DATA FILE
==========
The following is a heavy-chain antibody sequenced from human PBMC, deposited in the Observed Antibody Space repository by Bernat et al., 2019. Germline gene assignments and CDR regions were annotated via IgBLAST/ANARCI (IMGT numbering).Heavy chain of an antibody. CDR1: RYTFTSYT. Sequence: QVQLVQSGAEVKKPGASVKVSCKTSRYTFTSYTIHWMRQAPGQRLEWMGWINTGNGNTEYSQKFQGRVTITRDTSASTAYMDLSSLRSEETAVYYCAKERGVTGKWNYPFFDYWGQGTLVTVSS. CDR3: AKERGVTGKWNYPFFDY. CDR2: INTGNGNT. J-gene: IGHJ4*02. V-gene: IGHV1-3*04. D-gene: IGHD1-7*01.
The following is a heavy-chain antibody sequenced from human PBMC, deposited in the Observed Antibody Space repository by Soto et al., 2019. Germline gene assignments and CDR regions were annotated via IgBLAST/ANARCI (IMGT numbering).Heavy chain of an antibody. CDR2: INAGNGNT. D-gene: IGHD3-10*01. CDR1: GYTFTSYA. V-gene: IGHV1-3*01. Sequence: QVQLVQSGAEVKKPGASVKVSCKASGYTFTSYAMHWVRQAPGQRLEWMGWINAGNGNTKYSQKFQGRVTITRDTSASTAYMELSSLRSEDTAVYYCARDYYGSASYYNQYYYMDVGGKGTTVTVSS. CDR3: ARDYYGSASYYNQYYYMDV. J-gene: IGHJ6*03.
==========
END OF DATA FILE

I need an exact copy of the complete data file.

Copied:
The following is a heavy-chain antibody sequenced from human PBMC, deposited in the Observed Antibody Space repository by Bernat et al., 2019. Germline gene assignments and CDR regions were annotated via IgBLAST/ANARCI (IMGT numbering).Heavy chain of an antibody. CDR1: RYTFTSYT. Sequence: QVQLVQSGAEVKKPGASVKVSCKTSRYTFTSYTIHWMRQAPGQRLEWMGWINTGNGNTEYSQKFQGRVTITRDTSASTAYMDLSSLRSEETAVYYCAKERGVTGKWNYPFFDYWGQGTLVTVSS. CDR3: AKERGVTGKWNYPFFDY. CDR2: INTGNGNT. J-gene: IGHJ4*02. V-gene: IGHV1-3*04. D-gene: IGHD1-7*01.
The following is a heavy-chain antibody sequenced from human PBMC, deposited in the Observed Antibody Space repository by Soto et al., 2019. Germline gene assignments and CDR regions were annotated via IgBLAST/ANARCI (IMGT numbering).Heavy chain of an antibody. CDR2: INAGNGNT. D-gene: IGHD3-10*01. CDR1: GYTFTSYA. V-gene: IGHV1-3*01. Sequence: QVQLVQSGAEVKKPGASVKVSCKASGYTFTSYAMHWVRQAPGQRLEWMGWINAGNGNTKYSQKFQGRVTITRDTSASTAYMELSSLRSEDTAVYYCARDYYGSASYYNQYYYMDVGGKGTTVTVSS. CDR3: ARDYYGSASYYNQYYYMDV. J-gene: IGHJ6*03.